Recycling right in Auburn

Waste Management Recycle Corps interns on the job help us build recycling muscle memory

  • Thursday, July 11, 2019 7:41am
  • Opinion

It takes practice to get good at most things, whether it’s mastering a new exercise routine or learning a new language. After awhile, the newness wears off and we build muscle memory. What used to be complex or awkward becomes second nature.

That’s the challenge with recycling today. When China stopped accepting much of the recycling collected in the United States, a difficult truth emerged: we need to re-learn recycling. The old way of recycling isn’t working; our recycling containers are contaminated with garbage, food and other non-recyclables.

Contamination in the recycling stream is a pressing problem today because recycling standards around the world have changed. It’s more important than ever to put the right materials in the right containers to meet new market requirements and keep our local recycling program strong and healthy. We can do this by focusing our recycling energy on materials that are most likely to end up as new products, like cardboard and paper, tin and aluminum and plastic bottles, tubs and jugs.

To help build this new muscle memory and clean up recycling in Auburn, Waste Management (WM) is calling in a special cleanup crew – a team of multilingual college students trained by WM’s award-winning recycling education team.

The WM Recycle Corps intern program places students in Auburn each summer to engage with businesses, multi-family communities and whole neighborhoods and teach them how to waste less and recycle right. Waste Management developed the program to support the company’s year-round recycling outreach work and has deployed interns in Auburn every summer for the last eight years. The program even won the prestigious Gold Excellence Award – one of the highest honors in the recycling industry – from the Solid Waste Association of North America.

To prepare for their work in Auburn this summer, the WM interns completed intensive, hands-on job training. With support from WM recycling experts, they are educating people at local events, providing training at businesses and working directly with managers and tenants in our rapidly expanding multi-family housing communities. In fact, WM interns have unique expertise to help property managers create better signage and container placement to take the guesswork and inconvenience out of multi-family recycling.

The WM Recycle Corps interns are also working to break down language barriers that can hinder recycling participation. They’re using their multilingual skills to help make recycling accessible and inclusive for everyone in the Auburn community.

So, watch for the Waste Management interns this summer. They’re ready to help you build muscle memory, making recycling in Auburn what it should be – easy and fun.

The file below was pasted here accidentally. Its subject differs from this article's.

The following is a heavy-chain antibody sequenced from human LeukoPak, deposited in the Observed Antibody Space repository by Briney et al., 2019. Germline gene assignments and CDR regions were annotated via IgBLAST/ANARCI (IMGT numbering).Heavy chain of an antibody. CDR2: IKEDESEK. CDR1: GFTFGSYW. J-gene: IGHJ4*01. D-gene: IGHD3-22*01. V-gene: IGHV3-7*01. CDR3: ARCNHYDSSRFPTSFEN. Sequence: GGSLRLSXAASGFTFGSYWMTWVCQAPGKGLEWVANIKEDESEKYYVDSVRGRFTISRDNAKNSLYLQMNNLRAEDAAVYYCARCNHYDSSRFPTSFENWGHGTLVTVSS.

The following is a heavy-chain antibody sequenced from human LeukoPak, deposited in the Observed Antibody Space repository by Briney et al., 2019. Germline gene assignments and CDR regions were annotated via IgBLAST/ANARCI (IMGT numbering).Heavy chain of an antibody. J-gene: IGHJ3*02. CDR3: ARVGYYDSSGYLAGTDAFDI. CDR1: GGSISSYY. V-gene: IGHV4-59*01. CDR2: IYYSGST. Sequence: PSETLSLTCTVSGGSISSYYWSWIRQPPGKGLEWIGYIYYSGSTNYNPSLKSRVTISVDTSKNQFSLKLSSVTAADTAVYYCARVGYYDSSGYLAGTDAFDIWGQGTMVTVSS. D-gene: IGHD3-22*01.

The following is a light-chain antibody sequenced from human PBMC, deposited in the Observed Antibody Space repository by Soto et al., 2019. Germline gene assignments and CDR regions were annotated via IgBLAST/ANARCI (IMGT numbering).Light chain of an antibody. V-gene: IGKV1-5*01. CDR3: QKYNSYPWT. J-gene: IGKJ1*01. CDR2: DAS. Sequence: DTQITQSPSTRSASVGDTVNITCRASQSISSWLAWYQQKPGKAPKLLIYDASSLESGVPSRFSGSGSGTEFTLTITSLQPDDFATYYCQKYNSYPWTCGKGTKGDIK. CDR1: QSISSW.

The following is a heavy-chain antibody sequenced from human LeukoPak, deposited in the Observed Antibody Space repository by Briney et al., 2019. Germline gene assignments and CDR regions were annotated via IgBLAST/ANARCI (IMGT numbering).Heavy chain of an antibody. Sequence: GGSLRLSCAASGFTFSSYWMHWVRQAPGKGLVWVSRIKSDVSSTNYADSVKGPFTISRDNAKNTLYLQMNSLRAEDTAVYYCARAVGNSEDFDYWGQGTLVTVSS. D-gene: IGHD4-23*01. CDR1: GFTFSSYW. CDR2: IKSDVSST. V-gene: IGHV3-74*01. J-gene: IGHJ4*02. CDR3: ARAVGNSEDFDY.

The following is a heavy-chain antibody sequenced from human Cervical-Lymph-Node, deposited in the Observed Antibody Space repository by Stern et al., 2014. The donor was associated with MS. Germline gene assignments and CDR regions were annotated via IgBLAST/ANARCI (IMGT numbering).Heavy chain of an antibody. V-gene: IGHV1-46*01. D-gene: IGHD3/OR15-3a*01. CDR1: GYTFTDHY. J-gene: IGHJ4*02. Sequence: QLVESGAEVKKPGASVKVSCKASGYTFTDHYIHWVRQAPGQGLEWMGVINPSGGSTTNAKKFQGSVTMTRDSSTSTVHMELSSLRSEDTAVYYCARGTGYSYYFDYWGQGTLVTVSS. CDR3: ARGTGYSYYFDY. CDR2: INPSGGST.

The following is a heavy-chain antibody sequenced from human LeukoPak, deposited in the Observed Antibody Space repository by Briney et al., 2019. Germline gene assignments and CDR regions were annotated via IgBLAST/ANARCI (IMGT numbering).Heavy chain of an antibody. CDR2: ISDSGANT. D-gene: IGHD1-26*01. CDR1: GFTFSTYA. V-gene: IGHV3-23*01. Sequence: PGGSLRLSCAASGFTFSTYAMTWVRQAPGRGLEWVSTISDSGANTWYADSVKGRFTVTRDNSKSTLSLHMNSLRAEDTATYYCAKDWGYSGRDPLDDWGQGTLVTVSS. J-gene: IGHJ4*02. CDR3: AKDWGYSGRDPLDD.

Hannah Scholes is Waste Management’s recycling education and outreach manager. To see what’s recyclable in Auburn go to wmnorthwest.com/auburn/guidelines.




Talk to us

Please share your story tips by emailing editor@auburn-reporter.com.

To share your opinion for publication, submit a letter through our website https://www.auburn-reporter.com/submit-letter/. Include your name, address and daytime phone number. (We’ll only publish your name and hometown.) Please keep letters to 300 words or less.

More in Opinion

Federal Way resident Bob Roegner is a former mayor of Auburn. Contact bjroegner@comcast.net.
Who will advance to the November election? | Roegner

Races underway across state and King County.

Maybe there’s one silver lining in this current dark cloud

The pandemic has revealed President Trump’s weaknesses like never before.

Federal Way resident Bob Roegner is a former mayor of Auburn. Contact bjroegner@comcast.net.
The police department of the future | Roegner

Based on comments from elected officials and police, the Black Lives Matter… Continue reading

Things in the news that trouble me

There’s so much happening in our country.

Cartoon by Frank Shiers
Editorial: Reopen schools in fall, but do it safely

Don’t bully schools into reopening. Protect our students.

Guests gather to view a photo of Pilchuck Julia during the naming ceremony of the Snohomish River boat landing named for her in August, 2019. (Kevin Clark / Herald file photo)
Editorial: What history is owed through our monuments

The decisions regarding whom we honor in our public squares require deliberation and consensus.

Federal Way resident Bob Roegner is a former mayor of Auburn. Contact bjroegner@comcast.net.
Points of contention on police inquests in King County

Inquests frequently unfold against a backdrop of sadness and drama: Family members’… Continue reading

Jayendrina Singha Ray is a PhD (ABD) in English, with a research focus on the works of the South African Nobel Laureate John Maxwell Coetzee. She teaches English Composition and Research Writing at Highline College, WA, and has previously taught English at colleges in India.
The search for selfhood

What really matters is the desire to find.

Cartoon by Frank Shiers
Editorial: Stopping COVID is now up to each of us

With a resurgence threatening, we need to take greater responsibility to keep the virus in check.

Federal Way resident Bob Roegner is a former mayor of Auburn. Contact bjroegner@comcast.net.
Defund the police department? | Roegner

Our country is at a defining moment in our search for true… Continue reading

Why this newspaper is capitalizing Black | Editorial

Moving forward, the Auburn Reporter will capitalize Black when referring to the… Continue reading

Doreen Davis, left in mask, waves at parade participants on May 2. Olivia Sullivan/staff photo
Wear your face-hugging, ever-loving mask | Editorial

“Don’t make me come down there.” — New York Gov. Andrew Cuomo,… Continue reading